Far From Beijing, Jaded Students Inspired to Protest

They were the children of poor farmers and factory workers, the first in their families to attend college, and for that they were grateful. But in the spring of 1989, the students at Hubei University, a provincial college in the Yangtze River city of Wuhan, were jaded beyond their years.

Their cynicism was stoked by intrusive government controls over nearly every aspect of life and the systemic corruption that favored personal connections over hard work and talent. As they neared graduation, many dreaded their predetermined futures: Most would be dispatched to the countryside as low-paid middle school teachers, with the exception of a privileged few.
But that April, as word of the student protests shaking Beijing reached Wuhan, their world-weary outlooks brightened. Words like “democracy” and “freedom” were excitedly bandied about the school cafeteria, and a few older students defied administrators and traveled 700 miles north to join the throngs in Tiananmen Square. In mid-May, after the students stopped going to class, the shabby campus took on a carnival air, with a new crop of hand-scrawled posters demanding political reform appearing on walls and lampposts each morning.
I was a 23-year-old English teacher at Hubei University, and until that spring, I had thought my students were hopelessly quiescent, cowed by the suffocating repression and resigned to their dreary fates. “We need to let the leaders in Beijing know that the young people of this country are willing to die for freedom,” said one of my students, David, a 19-year-old English major who became an organizer of the civil disobedience that swept the campus.
One of his boldest moves was to orchestrate a takeover of the campus public address system. He and a band of young collaborators renamed it “rebel radio,” and their dawn-to-dusk broadcasts criticized the Communist Party while exhorting classmates to join the daily protests that would later block the sole rail line across the Yangtze.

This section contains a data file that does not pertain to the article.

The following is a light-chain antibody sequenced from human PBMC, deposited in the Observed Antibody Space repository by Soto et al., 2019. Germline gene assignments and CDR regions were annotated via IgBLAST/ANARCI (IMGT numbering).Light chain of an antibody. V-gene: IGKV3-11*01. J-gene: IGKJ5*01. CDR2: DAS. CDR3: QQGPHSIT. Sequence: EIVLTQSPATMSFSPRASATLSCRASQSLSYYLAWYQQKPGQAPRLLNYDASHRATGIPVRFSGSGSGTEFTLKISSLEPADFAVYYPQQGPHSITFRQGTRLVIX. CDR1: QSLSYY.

The momentous upheaval 25 years ago that brought hundreds of thousands of demonstrators to the heart of the Chinese capital has been well documented, thanks to the large foreign press corps that was based in Beijing. But less well known is that the protests against inflation and official corruption took place across the nation, paralyzing cities large and small for nearly two months that spring.
In Jiamusi, a small city in the northeastern province of Heilongjiang, which borders Russia, 5,200 students took to the streets on May 18 and 19, according to party documents recently published by Dui Hua, an organization based in the United States. In the provincial capital, Harbin, the number of demonstrators swelled to more than 100,000.
In her book “The People’s Republic of Amnesia,” Louisa Lim devotes a chapter to the tumult in Chengdu, the capital of the southwestern province of Sichuan, where day after day students, teachers and workers converged around a giant statue of Mao at Tianfu Square. Later, 1,700 students joined a hunger strike there in solidarity with those in Beijing.
“Protesting became so commonplace that in certain circles, the standard greeting, ‘Have you eaten yet?’ was sometimes half-jokingly replaced by, ‘Have you demonstrated yet?’  ” she wrote.
As in Beijing, the demonstrations in Chengdu were violently crushed, leaving as many as 300 people dead and scores of others arrested, a number of whom were promptly executed, according to Ms. Lim’s research. 


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